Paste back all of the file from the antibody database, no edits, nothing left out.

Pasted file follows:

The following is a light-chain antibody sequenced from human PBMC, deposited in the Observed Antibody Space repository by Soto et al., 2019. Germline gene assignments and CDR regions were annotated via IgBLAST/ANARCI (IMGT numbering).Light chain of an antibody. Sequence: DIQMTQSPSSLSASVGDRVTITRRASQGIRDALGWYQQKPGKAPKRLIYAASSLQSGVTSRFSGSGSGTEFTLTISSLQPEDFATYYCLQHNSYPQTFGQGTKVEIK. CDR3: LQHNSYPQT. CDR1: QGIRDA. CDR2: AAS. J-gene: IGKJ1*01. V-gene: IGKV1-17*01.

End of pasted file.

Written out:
The following is a light-chain antibody sequenced from human PBMC, deposited in the Observed Antibody Space repository by Soto et al., 2019. Germline gene assignments and CDR regions were annotated via IgBLAST/ANARCI (IMGT numbering).Light chain of an antibody. Sequence: DIQMTQSPSSLSASVGDRVTITRRASQGIRDALGWYQQKPGKAPKRLIYAASSLQSGVTSRFSGSGSGTEFTLTISSLQPEDFATYYCLQHNSYPQTFGQGTKVEIK. CDR3: LQHNSYPQT. CDR1: QGIRDA. CDR2: AAS. J-gene: IGKJ1*01. V-gene: IGKV1-17*01.